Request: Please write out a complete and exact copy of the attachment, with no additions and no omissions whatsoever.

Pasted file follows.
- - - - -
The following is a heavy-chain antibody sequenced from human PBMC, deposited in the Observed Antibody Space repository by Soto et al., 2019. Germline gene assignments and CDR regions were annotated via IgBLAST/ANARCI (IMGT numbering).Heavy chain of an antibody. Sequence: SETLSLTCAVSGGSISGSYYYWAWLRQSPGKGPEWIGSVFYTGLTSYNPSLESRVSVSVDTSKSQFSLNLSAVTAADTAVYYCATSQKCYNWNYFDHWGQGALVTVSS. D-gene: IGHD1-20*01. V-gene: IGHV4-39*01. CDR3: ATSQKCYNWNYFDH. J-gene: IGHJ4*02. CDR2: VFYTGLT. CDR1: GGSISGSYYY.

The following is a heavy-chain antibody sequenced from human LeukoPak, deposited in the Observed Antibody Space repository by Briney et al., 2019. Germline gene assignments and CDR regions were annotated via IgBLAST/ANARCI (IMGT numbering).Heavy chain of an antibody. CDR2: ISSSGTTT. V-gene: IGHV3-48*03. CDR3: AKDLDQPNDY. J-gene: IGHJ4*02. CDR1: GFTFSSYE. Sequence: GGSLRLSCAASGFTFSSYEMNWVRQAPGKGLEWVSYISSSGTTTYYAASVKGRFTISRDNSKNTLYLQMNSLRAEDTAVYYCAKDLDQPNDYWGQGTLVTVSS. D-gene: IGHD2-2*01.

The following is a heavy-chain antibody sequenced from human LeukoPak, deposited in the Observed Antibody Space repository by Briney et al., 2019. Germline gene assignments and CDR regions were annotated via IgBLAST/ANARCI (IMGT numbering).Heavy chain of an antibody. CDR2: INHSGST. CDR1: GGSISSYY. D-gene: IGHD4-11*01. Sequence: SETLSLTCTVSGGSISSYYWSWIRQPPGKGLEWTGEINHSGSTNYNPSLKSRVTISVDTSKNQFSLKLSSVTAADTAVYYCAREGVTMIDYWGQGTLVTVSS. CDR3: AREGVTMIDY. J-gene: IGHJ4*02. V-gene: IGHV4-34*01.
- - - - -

The following is a heavy-chain antibody sequenced from human PBMC, deposited in the Observed Antibody Space repository by Soto et al., 2019. Germline gene assignments and CDR regions were annotated via IgBLAST/ANARCI (IMGT numbering).Heavy chain of an antibody. Sequence: SETLSLTCAVSGGSISGSYYYWAWLRQSPGKGPEWIGSVFYTGLTSYNPSLESRVSVSVDTSKSQFSLNLSAVTAADTAVYYCATSQKCYNWNYFDHWGQGALVTVSS. D-gene: IGHD1-20*01. V-gene: IGHV4-39*01. CDR3: ATSQKCYNWNYFDH. J-gene: IGHJ4*02. CDR2: VFYTGLT. CDR1: GGSISGSYYY.

The following is a heavy-chain antibody sequenced from human LeukoPak, deposited in the Observed Antibody Space repository by Briney et al., 2019. Germline gene assignments and CDR regions were annotated via IgBLAST/ANARCI (IMGT numbering).Heavy chain of an antibody. CDR2: ISSSGTTT. V-gene: IGHV3-48*03. CDR3: AKDLDQPNDY. J-gene: IGHJ4*02. CDR1: GFTFSSYE. Sequence: GGSLRLSCAASGFTFSSYEMNWVRQAPGKGLEWVSYISSSGTTTYYAASVKGRFTISRDNSKNTLYLQMNSLRAEDTAVYYCAKDLDQPNDYWGQGTLVTVSS. D-gene: IGHD2-2*01.

The following is a heavy-chain antibody sequenced from human LeukoPak, deposited in the Observed Antibody Space repository by Briney et al., 2019. Germline gene assignments and CDR regions were annotated via IgBLAST/ANARCI (IMGT numbering).Heavy chain of an antibody. CDR2: INHSGST. CDR1: GGSISSYY. D-gene: IGHD4-11*01. Sequence: SETLSLTCTVSGGSISSYYWSWIRQPPGKGLEWTGEINHSGSTNYNPSLKSRVTISVDTSKNQFSLKLSSVTAADTAVYYCAREGVTMIDYWGQGTLVTVSS. CDR3: AREGVTMIDY. J-gene: IGHJ4*02. V-gene: IGHV4-34*01.